Tao Lin

Project title: Glutathione Modulates Amphilic Polymer-Coated CdSe/ZnS Quantum Dot-induced Pro-inflammatory Cytokine/Chemokine Expression

Degree: PhD | Program: Environmental Toxicology (Tox) | Project type: Thesis/Dissertation
Completed in: 2010 | Faculty advisor: Terrance J. Kavanagh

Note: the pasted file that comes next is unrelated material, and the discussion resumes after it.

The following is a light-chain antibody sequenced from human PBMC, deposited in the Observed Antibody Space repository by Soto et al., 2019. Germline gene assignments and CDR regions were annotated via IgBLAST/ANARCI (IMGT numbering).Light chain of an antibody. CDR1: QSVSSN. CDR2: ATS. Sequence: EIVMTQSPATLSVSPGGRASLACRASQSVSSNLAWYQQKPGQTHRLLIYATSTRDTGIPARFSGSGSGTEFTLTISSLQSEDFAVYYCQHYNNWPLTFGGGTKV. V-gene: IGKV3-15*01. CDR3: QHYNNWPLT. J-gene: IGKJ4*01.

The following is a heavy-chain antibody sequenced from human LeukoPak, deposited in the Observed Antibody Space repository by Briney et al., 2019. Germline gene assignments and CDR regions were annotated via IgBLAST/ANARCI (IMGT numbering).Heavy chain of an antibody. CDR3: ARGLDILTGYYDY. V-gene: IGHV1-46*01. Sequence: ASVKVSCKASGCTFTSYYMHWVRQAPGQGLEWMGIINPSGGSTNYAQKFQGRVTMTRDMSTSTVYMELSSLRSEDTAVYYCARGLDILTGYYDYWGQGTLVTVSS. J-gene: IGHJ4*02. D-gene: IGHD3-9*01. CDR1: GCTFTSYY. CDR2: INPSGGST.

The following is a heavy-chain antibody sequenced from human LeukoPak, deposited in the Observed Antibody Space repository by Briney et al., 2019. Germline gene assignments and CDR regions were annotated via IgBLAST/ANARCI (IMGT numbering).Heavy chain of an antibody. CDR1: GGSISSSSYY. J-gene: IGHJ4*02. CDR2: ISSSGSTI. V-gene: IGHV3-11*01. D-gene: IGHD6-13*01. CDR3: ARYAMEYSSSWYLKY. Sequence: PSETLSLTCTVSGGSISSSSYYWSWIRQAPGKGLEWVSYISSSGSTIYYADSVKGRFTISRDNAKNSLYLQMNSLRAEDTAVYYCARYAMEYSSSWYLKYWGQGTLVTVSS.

The unique characteristics of engineered nanomaterials have received enormous attention for their potential applications in biology and medicine. Quantum dots (QDs), in particular, with their bright, photostable and size tunable fluorescence have shown great promise as alternatives to organic dyes for biological imaging. A key issue in evaluating their utility is assessing their potential toxicity, which however is not fully understood. In order to address problems associated with QDs manufacturing and to assess their immunotoxicity, we evaluated recently synthesized CdSe/ZnS core/shell QDs with a tri-n-octylphosphine oxide, poly(maleic anhydride-alt-1-tetradecene) (TOPO-PMAT) coating. In this study, we investigated the potential pro-inflammatory response that these nanoparticles might elicit and the signaling pathways that regulate such events. We measured the gene expression of pro-inflammatory cytokines/chemokines in mouse macrophages. The mRNA transcription of a list of pro-inflammatory cytokines and chemokines were induced by QDs in a time- and dose-dependent manner as assessed by quantitative real-time PCR. Considering the importance of glutathione (GSH) in modulating the disposition of Cd, Se and Hg in biological systems and in regulating redox-mediated gene expression of cytokines, we studied the effect of GSH depletion on gene expression of these cytokines/chemokines in mouse macrophage-like cell line RAW264.7 and in primary peritoneal macrophages isolated from wild type and mice with compromised GSH synthesis. In RAW264.7 cells, pretreatment with BSO, a specific and irreversible inhibitor of glutamate cysteine ligase (GCL), the rate-limiting enzyme in GSH synthesis, significantly suppressed the gene expression of most of the cytokines/chemokines that were induced by QDs. On the other hand, only IL6 and MCP 1 gene expression was significantly reduced in primary peritoneal macrophages. Finally, the protein expression and subcellular translocation of nuclear transcription factor NF-κB, which regulates the expression of various inflammatory genes, was found to be augmented by BSO as measured by Western blot analysis and immunocytochemistry. Although BSO suppressed the gene expression of pro-inflammatory cytokines/chemokines despite of the enhanced expression and nuclear translocation of NF-kB subunits, studies have shown that highly oxidized environment actually prohibits the DNA-binding ability of NF-kB. Therefore, current efforts are focused on studying the DNA-binding activity of NF-kB and exploring alternative signaling pathways that might account for the down-regulation of these cytokines/chemokines while GSH is depleted. Along with the preliminary data from our ongoing in vivo experiments, these results collectively suggested that the TOPO-PMAT-coated QD is capable of inducing pro-inflammatory cytokine/chemokine gene expression of macrophages both in vitro and in vivo.